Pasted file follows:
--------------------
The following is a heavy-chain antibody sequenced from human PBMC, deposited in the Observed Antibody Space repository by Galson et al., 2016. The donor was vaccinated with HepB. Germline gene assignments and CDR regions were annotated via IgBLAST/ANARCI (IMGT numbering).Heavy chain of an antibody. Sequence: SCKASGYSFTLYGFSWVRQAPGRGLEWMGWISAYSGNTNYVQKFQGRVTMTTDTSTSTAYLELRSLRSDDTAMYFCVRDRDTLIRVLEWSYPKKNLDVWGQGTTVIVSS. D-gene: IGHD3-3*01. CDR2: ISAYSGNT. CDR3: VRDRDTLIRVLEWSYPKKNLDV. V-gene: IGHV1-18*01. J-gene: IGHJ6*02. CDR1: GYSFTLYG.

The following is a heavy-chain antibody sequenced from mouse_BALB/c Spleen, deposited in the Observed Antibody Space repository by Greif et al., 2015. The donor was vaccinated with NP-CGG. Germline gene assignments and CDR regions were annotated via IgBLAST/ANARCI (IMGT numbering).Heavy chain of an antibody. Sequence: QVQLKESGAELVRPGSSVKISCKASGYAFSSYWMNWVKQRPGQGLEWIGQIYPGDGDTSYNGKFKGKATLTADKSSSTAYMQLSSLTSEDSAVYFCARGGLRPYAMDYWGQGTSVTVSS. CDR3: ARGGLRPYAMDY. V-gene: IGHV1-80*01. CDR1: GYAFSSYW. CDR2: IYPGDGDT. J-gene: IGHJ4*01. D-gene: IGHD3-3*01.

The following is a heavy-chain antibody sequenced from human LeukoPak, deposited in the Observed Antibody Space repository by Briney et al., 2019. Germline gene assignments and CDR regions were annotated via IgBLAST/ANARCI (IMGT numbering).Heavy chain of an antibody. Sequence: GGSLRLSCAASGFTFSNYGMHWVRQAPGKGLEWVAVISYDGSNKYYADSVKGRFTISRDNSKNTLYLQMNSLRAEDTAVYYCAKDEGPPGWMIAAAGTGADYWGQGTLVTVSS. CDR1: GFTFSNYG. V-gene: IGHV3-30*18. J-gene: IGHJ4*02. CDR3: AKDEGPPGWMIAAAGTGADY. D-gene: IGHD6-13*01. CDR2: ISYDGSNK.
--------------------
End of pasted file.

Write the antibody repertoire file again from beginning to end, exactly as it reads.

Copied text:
The following is a heavy-chain antibody sequenced from human PBMC, deposited in the Observed Antibody Space repository by Galson et al., 2016. The donor was vaccinated with HepB. Germline gene assignments and CDR regions were annotated via IgBLAST/ANARCI (IMGT numbering).Heavy chain of an antibody. Sequence: SCKASGYSFTLYGFSWVRQAPGRGLEWMGWISAYSGNTNYVQKFQGRVTMTTDTSTSTAYLELRSLRSDDTAMYFCVRDRDTLIRVLEWSYPKKNLDVWGQGTTVIVSS. D-gene: IGHD3-3*01. CDR2: ISAYSGNT. CDR3: VRDRDTLIRVLEWSYPKKNLDV. V-gene: IGHV1-18*01. J-gene: IGHJ6*02. CDR1: GYSFTLYG.

The following is a heavy-chain antibody sequenced from mouse_BALB/c Spleen, deposited in the Observed Antibody Space repository by Greif et al., 2015. The donor was vaccinated with NP-CGG. Germline gene assignments and CDR regions were annotated via IgBLAST/ANARCI (IMGT numbering).Heavy chain of an antibody. Sequence: QVQLKESGAELVRPGSSVKISCKASGYAFSSYWMNWVKQRPGQGLEWIGQIYPGDGDTSYNGKFKGKATLTADKSSSTAYMQLSSLTSEDSAVYFCARGGLRPYAMDYWGQGTSVTVSS. CDR3: ARGGLRPYAMDY. V-gene: IGHV1-80*01. CDR1: GYAFSSYW. CDR2: IYPGDGDT. J-gene: IGHJ4*01. D-gene: IGHD3-3*01.

The following is a heavy-chain antibody sequenced from human LeukoPak, deposited in the Observed Antibody Space repository by Briney et al., 2019. Germline gene assignments and CDR regions were annotated via IgBLAST/ANARCI (IMGT numbering).Heavy chain of an antibody. Sequence: GGSLRLSCAASGFTFSNYGMHWVRQAPGKGLEWVAVISYDGSNKYYADSVKGRFTISRDNSKNTLYLQMNSLRAEDTAVYYCAKDEGPPGWMIAAAGTGADYWGQGTLVTVSS. CDR1: GFTFSNYG. V-gene: IGHV3-30*18. J-gene: IGHJ4*02. CDR3: AKDEGPPGWMIAAAGTGADY. D-gene: IGHD6-13*01. CDR2: ISYDGSNK.